Question: Why don't potential pre-Columbian horse remains in the New World receive greater attention from scientists?

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Question: Why don't potential pre-Columbian horse remains in the New World receive greater attention from scientists?

Theories that horses survived extinction after the Pleistocene extinction are viewed as fringe by mainstream scholars and are dismissed

Unfortunately for this solution for the Book of Mormon, however, such theories are typically seen as fringe among mainstream scholars. Due to the dearth of archaeological support, most scholars continue to believe that horses became extinct at the end of the Pleistocene period.

We know, for example, that the Norsemen probably introduced horses, cows, sheep, goats, and pigs into the Eastern North America in the eleventh century A.D., yet these animals didn't spread throughout the continent and they left no archeological remains.[1] According to one non-LDS authority on ancient American, the Olmecs had domesticated dogs and turkeys but the damp acidic Mesoamerican soil would have destroyed any remains and any archaeological evidence of such animal domestication.[2]

Even in areas of the world where animals lived in abundance, we sometimes have problems finding archaeological remains. The textual evidence for lions in Israel, for example, suggests that lions were present in Israel from ancient times until at least the sixteenth century AD. Robert R. Bennett of the Neal A. Maxwell Institute Of Religious Scholarship notes,

A parallel example from the Bible is instructive. The biblical narrative mentions lions, yet it was not until very recently that the only other evidence for lions in Palestine was pictographic or literary. Before the announcement in a 1988 publication of two bone samples, there was no archaeological evidence to confirm the existence of lions in that region.6 Thus there is often a gap between what historical records such as the Book of Mormon claim existed and what the limited archaeological record may yield. In addition, archaeological excavations in Bible lands have been under way for decades longer and on a much larger scale than those in proposed Book of Mormon lands.[3]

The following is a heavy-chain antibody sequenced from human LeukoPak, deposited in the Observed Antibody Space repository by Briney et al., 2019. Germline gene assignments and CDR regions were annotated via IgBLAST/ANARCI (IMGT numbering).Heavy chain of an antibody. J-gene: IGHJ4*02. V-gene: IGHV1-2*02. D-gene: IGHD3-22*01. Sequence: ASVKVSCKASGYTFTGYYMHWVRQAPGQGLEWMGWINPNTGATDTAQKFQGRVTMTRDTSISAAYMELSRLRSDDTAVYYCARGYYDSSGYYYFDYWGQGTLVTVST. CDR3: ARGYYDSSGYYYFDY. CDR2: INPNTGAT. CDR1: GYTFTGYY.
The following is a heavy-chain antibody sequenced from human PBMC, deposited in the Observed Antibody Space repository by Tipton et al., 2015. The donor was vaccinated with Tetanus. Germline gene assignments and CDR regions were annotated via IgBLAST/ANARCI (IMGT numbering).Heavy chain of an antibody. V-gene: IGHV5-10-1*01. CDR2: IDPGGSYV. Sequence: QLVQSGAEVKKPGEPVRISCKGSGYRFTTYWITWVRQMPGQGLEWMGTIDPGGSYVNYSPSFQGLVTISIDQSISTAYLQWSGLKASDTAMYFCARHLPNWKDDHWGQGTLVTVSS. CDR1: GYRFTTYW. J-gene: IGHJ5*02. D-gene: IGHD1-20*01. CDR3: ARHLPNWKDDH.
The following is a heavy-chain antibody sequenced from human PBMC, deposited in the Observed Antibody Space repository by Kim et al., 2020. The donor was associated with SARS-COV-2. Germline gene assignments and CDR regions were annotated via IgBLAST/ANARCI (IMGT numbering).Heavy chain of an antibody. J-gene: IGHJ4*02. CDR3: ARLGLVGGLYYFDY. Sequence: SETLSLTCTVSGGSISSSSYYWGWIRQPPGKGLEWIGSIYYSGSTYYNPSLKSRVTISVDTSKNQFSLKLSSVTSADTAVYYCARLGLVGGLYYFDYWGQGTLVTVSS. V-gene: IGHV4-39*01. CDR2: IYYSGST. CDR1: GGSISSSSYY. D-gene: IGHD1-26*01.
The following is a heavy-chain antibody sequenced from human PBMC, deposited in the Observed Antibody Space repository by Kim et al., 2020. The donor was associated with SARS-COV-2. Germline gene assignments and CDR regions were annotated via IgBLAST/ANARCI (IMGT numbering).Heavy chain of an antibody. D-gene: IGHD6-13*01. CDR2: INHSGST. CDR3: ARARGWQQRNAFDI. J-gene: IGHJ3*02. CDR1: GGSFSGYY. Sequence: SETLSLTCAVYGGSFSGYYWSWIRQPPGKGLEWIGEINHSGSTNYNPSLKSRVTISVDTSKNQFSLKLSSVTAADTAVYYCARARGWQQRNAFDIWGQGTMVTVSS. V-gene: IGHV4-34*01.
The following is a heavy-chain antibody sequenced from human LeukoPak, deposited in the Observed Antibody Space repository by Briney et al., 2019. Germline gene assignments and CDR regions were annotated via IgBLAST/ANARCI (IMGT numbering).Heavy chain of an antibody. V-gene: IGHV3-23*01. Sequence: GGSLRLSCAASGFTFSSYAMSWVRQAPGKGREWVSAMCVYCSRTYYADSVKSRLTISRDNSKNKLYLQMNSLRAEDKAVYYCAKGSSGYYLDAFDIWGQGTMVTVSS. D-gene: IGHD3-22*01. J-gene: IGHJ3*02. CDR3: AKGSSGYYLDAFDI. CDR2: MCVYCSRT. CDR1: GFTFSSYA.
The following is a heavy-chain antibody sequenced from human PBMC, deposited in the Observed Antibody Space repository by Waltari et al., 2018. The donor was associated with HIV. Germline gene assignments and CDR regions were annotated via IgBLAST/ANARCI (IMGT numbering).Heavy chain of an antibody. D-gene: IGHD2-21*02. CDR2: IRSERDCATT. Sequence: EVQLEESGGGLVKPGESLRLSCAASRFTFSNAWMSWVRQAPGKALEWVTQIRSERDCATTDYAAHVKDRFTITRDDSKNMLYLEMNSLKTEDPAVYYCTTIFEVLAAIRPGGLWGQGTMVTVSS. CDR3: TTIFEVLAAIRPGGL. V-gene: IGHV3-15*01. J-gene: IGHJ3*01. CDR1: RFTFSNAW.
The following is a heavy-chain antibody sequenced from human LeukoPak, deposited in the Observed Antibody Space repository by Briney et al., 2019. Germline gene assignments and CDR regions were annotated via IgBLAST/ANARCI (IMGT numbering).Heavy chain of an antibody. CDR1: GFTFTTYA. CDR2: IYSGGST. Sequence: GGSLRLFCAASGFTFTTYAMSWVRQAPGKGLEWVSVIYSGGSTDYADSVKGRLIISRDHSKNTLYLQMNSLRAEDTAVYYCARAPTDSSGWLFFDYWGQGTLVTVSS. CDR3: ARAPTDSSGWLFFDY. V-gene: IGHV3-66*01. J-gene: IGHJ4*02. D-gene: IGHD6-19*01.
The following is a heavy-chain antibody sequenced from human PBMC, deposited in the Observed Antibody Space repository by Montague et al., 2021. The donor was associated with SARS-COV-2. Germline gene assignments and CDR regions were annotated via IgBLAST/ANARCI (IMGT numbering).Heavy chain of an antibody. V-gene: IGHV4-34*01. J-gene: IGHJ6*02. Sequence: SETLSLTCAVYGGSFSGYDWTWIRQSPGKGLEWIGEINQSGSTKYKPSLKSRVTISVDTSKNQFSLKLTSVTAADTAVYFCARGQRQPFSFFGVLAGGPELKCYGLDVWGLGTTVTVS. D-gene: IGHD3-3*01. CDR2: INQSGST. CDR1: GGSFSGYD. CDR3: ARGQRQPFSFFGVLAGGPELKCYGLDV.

In the Bible we read that Abraham had camels while in Egypt, yet archaeologists used to believe that this was an anachronism because camels were supposedly unknown in Egypt until Greek and Roman times. More recently, however, some researchers have shown that camels were used in Egypt from pre-historic times until the present day.

The fact is, however, that there does appear to be archaeological support that horses existed in pre-Columbian Mesoamerica. In 1957, for instance, at Mayapan (a site corresponding to Book of Mormon lands/times) horse remains were discovered at a depth considered to be pre-Columbian. Likewise, in southwest Yucatan, a non-Mormon archaeologist found what may likely be pre-Columbian horse remains in three caves. Excavations in a cave in the Mayan lowlands in 1978 also turned up horse remains.[4]

As an article for the Academy of Natural Science explains, such discoveries are typically "either dismissed or ignored by the European scientific community."[5] The problem may be one of pre-conceived paradigms. Dr. Sorenson recently related the story of a non-LDS archaeologist colleague who was digging at an archaeological dig in Tula and discovered a horse tooth. He took it to his supervisor--the chief archaeologist--who said, "Oh, that's a modern horse, throw it away" (which he did)--it was never dated.[6]

Dr. John Clark, director of the New World Archaeological Foundation has expressed similar concerns:

The problem is archaeologists get in the same hole that everybody else gets in. If you find a horse--if I'm digging a site and I find a horse bone--if I actually know enough to know that it is a horse bone, because that takes some expertise--my assumption would be that there's something wrong with my site. And so archaeologists who find a horse bone and say, "Ah! Somebody's screwing around with my archaeology." So we would never date it. Why am I going to throw away $600 to date the horse bone when I already know [that they're modern]? ...I think that hole's screwed up. If I dig a hole and I find plastic in the bottom, I'm not going to run the [radio]carbon, that's all there is to it. Because ...I don't want to waste the money.[7]

Notes

  1. William J. Hamblin, "Basic Methodological Problems with the Anti-Mormon Approach to the Geography and Archaeology of the Book of Mormon," Journal of Book of Mormon Studies 2/1 (1993): 161–197. wiki off-site GL direct link
  2. John Tvedtnes, “The Nature of Prophets and Prophecy” (unpublished, 1994), 29-30 (copy in Mike Ash’s possession); Benjamin Urrutia, “Lack of Animal Remains at Bible and Book-of-Mormon Sites,” Newsletter and Proceedings of the Society for Early Historic Archaeology, 150 (August 1982), 3-4.
  3. "Horses in the Book of Mormon" (Provo: Utah, FARMS, 2000). off-site
  4. Clay E. Ray, “Pre-Columbian Horses from Yucatan,” Journal of Mammalogy 38:2 (1957), 278.
  5. http://www.ansp.org/museum/leidy/paleo/equus.php)
  6. Mike Ash notes that this story was told at the Q&A session following Dr. Sorenson’s presentation, “The Trajectory of Book of Mormon Studies,” 2 August 2007 at the 2007 FAIR Conference; audio and video in author’s possession.
  7. John Clark during Q&A session following Dr. Clark’s presentation, “Archaeology, Relics, and Book of Mormon Belief,” 25 May 2004 at BYU; audio of Q&A in author Mike Ash's possession.